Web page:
Tuesday, February 5, 2008

What happened to January?!

The first month of 2008 has disappeared at record pace. Work resumed on the 3rd, and family and riding seem to take a back seat again. Like most folk, I'm not too happy about that prioritisation - thoughts of quiting do battle with various financial obligations and desires.

A training plan for the Great Divide Race has been drafted, but following it seems almost impossible. For January all I really hope to do is one long ride and two short rides each week. The first long ride is supposed to be 160 km on the road, but I make the mistake of joining the local bunch ride for the 2nd and 3rd quarter and am too fried to get past 150 km. My tolerance for any sort of intensity is close to zero.

The week-day rides are usually 50 km round the bays on the way home from work. If the weather is good, this ride is an absolute beauty. If not, it can be down right dangerous as antarctic gusts blow waves and sand (and sometimes cyclists of the hillclimb-specialist variety) across the road.

Long ride number 2 is a 40 km spin out to Karapoti followed by a lap of the 50 km MTB Classic course. My brother Paul started the Karapoti Classic in 1986 and we haven't missed a year since. The three long climbs are alternately just rideable and just unrideable. Most of the course is in native forest. These days the 1,300 rider field limit fills up several weeks before race day. On this day I ride with my twin brother Jonathan (who schools me on the climbs) and his mate Murray (who schools me on the descents). We'll see what happens on race day, in two months time.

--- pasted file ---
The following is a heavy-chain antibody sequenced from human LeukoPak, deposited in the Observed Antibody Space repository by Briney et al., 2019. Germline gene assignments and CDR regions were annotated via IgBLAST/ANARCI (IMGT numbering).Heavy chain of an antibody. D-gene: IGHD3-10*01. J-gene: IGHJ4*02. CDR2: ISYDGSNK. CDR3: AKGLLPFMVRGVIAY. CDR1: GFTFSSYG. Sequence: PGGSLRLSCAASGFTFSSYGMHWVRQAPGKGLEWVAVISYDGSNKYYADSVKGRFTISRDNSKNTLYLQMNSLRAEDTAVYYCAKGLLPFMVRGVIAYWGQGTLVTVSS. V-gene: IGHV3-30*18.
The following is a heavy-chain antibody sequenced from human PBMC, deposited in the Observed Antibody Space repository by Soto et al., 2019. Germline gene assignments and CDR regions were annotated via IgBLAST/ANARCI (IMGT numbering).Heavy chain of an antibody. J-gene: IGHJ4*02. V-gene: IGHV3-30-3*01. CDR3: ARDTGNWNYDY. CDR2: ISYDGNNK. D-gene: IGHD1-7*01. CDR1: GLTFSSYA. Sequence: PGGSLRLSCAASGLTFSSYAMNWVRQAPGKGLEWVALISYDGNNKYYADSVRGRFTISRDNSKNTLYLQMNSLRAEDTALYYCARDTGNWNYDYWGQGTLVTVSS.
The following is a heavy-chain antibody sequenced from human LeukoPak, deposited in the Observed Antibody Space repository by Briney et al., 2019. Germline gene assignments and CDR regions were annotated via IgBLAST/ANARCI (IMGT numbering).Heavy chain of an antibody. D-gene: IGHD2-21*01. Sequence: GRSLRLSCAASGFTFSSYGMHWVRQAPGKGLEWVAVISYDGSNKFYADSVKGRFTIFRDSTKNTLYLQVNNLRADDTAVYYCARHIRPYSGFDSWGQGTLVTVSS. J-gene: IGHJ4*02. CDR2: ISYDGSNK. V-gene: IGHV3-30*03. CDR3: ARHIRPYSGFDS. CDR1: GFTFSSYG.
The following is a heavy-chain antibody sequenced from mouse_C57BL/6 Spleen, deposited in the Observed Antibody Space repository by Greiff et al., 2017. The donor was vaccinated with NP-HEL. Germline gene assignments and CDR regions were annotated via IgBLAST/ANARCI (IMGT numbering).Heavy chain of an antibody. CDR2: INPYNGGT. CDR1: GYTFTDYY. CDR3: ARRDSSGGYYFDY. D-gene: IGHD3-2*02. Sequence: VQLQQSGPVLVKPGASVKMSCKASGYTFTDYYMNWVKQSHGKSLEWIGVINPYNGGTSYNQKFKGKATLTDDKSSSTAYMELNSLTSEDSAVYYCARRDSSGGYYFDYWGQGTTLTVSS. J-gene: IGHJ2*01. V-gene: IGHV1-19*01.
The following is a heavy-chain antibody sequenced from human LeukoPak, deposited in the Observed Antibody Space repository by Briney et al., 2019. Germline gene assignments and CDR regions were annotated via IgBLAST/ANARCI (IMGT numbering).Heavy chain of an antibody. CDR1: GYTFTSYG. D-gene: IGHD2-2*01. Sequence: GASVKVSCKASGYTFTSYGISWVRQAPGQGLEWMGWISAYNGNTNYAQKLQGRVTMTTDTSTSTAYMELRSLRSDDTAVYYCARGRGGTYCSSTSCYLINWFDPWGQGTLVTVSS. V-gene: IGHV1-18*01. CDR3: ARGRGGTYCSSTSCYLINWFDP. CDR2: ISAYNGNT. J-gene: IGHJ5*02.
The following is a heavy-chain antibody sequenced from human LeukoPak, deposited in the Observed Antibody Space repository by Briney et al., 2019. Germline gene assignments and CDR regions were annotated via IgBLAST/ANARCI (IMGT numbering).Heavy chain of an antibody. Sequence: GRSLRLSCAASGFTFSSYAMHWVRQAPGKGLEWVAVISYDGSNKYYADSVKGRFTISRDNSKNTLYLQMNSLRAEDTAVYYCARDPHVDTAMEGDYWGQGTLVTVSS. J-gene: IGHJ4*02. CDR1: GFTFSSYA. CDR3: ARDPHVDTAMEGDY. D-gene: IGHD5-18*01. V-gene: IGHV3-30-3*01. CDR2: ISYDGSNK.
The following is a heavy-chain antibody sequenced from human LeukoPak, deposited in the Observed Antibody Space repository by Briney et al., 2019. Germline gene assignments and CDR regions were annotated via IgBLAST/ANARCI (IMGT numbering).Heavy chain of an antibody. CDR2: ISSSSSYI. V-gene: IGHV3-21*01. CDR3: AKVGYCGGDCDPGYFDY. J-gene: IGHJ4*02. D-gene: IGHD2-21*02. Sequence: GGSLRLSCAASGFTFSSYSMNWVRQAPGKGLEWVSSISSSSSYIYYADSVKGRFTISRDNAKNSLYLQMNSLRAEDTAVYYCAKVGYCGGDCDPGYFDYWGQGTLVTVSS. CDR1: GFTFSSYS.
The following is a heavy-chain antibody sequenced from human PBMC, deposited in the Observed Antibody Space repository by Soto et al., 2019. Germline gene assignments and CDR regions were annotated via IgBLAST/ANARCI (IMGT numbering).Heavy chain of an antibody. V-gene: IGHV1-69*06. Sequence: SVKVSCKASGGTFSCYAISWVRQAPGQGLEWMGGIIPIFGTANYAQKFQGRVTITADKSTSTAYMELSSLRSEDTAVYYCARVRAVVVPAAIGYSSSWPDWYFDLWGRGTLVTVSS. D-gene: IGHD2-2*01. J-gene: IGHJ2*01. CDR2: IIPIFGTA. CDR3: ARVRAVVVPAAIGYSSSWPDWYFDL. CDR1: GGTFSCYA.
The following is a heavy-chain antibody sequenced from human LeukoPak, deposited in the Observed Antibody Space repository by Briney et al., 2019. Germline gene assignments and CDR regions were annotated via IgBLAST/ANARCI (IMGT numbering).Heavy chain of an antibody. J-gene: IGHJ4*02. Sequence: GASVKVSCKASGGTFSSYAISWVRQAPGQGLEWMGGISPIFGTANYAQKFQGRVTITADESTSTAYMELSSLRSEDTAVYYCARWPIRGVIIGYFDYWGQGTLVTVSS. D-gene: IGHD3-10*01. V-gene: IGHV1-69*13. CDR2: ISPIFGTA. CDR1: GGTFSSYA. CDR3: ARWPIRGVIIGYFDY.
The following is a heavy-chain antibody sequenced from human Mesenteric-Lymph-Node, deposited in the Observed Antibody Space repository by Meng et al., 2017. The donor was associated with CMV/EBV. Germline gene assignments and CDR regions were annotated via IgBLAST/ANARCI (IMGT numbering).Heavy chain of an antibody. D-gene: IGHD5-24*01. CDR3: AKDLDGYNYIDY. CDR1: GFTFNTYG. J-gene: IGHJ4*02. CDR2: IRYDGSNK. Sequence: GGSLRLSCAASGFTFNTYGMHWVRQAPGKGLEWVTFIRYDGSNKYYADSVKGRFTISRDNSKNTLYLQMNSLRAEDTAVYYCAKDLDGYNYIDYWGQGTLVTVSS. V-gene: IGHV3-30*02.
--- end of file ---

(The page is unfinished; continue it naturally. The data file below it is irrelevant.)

Long ride number 3 is a 3.5 hr tandem commute to a Cycling Advocates' Network meeting in Otaki. Stephen and I grunted our way up the Akatarawas and soared down the other side with grins from ear to ear. It was a long weekend, so I backed that up with a 4 hr exploration of the Akatarawa Forest with my main training buddy, big John (see pic above, taken during a training ride round Wellington's hills last summer). We'd be doing the 8 hr Ak Attack MTB orienteering event in this area in a weeks time - what greater excuse is needed to check out some seldom ridden singletrack. As it turned out, we rode three exceptionally sweet singletracks, all of which we wouldn't repeat during the Ak Attack.

On the 27th we headed off at the crack of dawn to defend our Ak Attack title. John (a relative race-newbie) was very excited. Having heard there were only 5 teams entered, I was a little subdued. The high level of competition last year was invigorating. To make things a bit more interesting, I persuaded John that we should attempt to collect all but three of the forty controls on the map. That would require just over 80 km in some of the most rugged riding conditions you'll find anywhere. And, it was all going rather well until we entered 'The Maze' section of the course via a track ominously named 'The Widowmaker' ['John's a batchelor, but not me. Gulp!', I thought]. Anyway, the rest is history (and very well written up by John (a.k.a 'Sifter') at vorb). It felt good to cap the month off with an honest 8-hour day in the forest.


Patrick said...

Go Simon! Can I sponsor you?
Are you going to run a sweepstake on your finish time?

Simon Kennett said...

You sure can, Pat. Check out the pledge form in the MSF post. And, thanks for the sweepstake idea - we've added that to the pledge form. You might just win yourself a $100 Ground Effect voucher.